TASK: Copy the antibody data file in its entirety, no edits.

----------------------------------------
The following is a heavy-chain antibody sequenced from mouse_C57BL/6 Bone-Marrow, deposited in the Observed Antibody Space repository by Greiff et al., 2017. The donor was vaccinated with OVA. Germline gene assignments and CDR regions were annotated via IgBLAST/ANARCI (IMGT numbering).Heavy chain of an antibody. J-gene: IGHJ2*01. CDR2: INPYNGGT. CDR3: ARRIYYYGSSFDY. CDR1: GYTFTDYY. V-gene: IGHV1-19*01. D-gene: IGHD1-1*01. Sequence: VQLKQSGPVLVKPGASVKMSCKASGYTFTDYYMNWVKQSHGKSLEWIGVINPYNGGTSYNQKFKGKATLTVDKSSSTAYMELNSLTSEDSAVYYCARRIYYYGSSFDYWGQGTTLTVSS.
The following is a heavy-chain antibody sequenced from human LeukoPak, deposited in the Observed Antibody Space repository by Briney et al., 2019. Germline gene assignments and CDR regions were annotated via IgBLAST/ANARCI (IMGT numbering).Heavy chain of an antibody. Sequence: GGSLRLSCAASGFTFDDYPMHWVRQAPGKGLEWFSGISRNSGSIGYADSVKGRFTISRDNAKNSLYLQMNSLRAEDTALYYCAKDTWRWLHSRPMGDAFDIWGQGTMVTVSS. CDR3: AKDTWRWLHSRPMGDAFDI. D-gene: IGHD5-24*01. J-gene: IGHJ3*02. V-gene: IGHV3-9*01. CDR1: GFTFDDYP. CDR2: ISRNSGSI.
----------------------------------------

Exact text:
The following is a heavy-chain antibody sequenced from mouse_C57BL/6 Bone-Marrow, deposited in the Observed Antibody Space repository by Greiff et al., 2017. The donor was vaccinated with OVA. Germline gene assignments and CDR regions were annotated via IgBLAST/ANARCI (IMGT numbering).Heavy chain of an antibody. J-gene: IGHJ2*01. CDR2: INPYNGGT. CDR3: ARRIYYYGSSFDY. CDR1: GYTFTDYY. V-gene: IGHV1-19*01. D-gene: IGHD1-1*01. Sequence: VQLKQSGPVLVKPGASVKMSCKASGYTFTDYYMNWVKQSHGKSLEWIGVINPYNGGTSYNQKFKGKATLTVDKSSSTAYMELNSLTSEDSAVYYCARRIYYYGSSFDYWGQGTTLTVSS.
The following is a heavy-chain antibody sequenced from human LeukoPak, deposited in the Observed Antibody Space repository by Briney et al., 2019. Germline gene assignments and CDR regions were annotated via IgBLAST/ANARCI (IMGT numbering).Heavy chain of an antibody. Sequence: GGSLRLSCAASGFTFDDYPMHWVRQAPGKGLEWFSGISRNSGSIGYADSVKGRFTISRDNAKNSLYLQMNSLRAEDTALYYCAKDTWRWLHSRPMGDAFDIWGQGTMVTVSS. CDR3: AKDTWRWLHSRPMGDAFDI. D-gene: IGHD5-24*01. J-gene: IGHJ3*02. V-gene: IGHV3-9*01. CDR1: GFTFDDYP. CDR2: ISRNSGSI.